Palo Alto Networks discovers new cryptojacking worm mining for Monero
November 26, 2019
This is the first time that a cryptojacking attack has been observed on Docker.
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Researchers with Unit 42, a Palo Alto Networks threat intelligence team, discovered the first cryptojacking malware ever found on popular popular platform-as-a-service Docker.
In a blog post, Unit 42 member Jay Chen said his team referred to the cryptojacking malware as a “worm” named “Graboid,” which is a homage to the 1990’s Kevin Bacon classic “Tremors.” The worm, which was mining for Monero (an open-source cryptocurrency), managed to spread to more than 2,000 unsecured Docker hosts, who use the site to test various applications within a controlled virtual environment.
SEE: Cryptocurrency: An insider’s guide (free PDF) (TechRepublic Premium)
Docker is particularly popular platform for Linux and Windows developers, but this is the first time Unit 42 had ever seen a cyrptojacking worm spread using the containers found in the Docker Engine’s Community Edition.
Thankfully, Docker worked with Unit 42 to remove the worm as soon as they were notified.
“Because most traditional endpoint protection software does not inspect data and activities inside containers, this type of malicious activity can be difficult to detect. The malicious actor gained an initial foothold through unsecured Docker daemons, where a Docker image was first installed to run on the compromised host,” Chen wrote. “The malware, which was downloaded from command and control servers, is deployed to mine for Monero, and periodically queries for new vulnerable hosts from the C2 and picks the next target at random to spread the worm. Our analysis shows that on average, each miner is active 63% of the time and each mining period lasts for 250 seconds.”
The situation revealed that thousands of Docker engines were not secured properly and subsequently became vulnerable to exposure on the internet.
Chen added that without having to undergo any authentication or secure any authorization, a malicious actor could theoretically take full control of a Docker Engine and its host. From there, the hacker can use this entry point to spread the worm throughout the system.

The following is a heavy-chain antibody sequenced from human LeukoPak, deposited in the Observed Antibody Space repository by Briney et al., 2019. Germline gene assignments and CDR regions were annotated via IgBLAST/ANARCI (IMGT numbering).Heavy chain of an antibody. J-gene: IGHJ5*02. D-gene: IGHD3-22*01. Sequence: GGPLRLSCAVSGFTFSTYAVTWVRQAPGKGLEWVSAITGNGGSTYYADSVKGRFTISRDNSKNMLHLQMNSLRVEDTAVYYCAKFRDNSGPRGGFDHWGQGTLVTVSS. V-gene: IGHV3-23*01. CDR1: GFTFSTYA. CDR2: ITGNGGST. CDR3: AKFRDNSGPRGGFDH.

Within the infected containers, the worm was able to spread itself and perform cryptojacking, randomly selecting three different targets during every iteration. Once the worm is installed into the first target, a Monero miner moves from the second target to the third.
This process confused Unit 42’s researchers because the randomization meant it wasn’t designed effectively.
“Essentially, the miner on every infected host is randomly controlled by all other infected hosts. The motivation for this randomized design is unclear. It can be a bad design, an evasion technique (not very effective), a self-sustaining system or some other purposes,” Chen wrote.
SEE: How to scan your Docker installment with docker-bench-test (TechRepublic)
Best practices for protection
At the end of his report, Chen included a list of best practices organizations can use to protect themselves against cryptojackers. First and foremost, a Docker daemon should never be exposed to the internet without a sophisticated mechanism for authentication.
Developers should use Unix socket to communicate locally with any Docker daemon, and firewall rules should be set up to whitelist the incoming traffic to a small set of sources. According to Chen and Unit 42, Docker images should never be pulled from unknown registries or user namespaces.
“While this cryptojacking worm doesn’t involve sophisticated tactics, techniques, or procedures, the worm can periodically pull new scripts from the C2s, so it can easily repurpose itself to ransomware or any malware to fully compromise the hosts down the line and shouldn’t be ignored,” Chen added.
“If a more potent worm is ever created to take a similar infiltration approach, it could cause much greater damage, so it’s imperative for organizations to safeguard their Docker hosts.”
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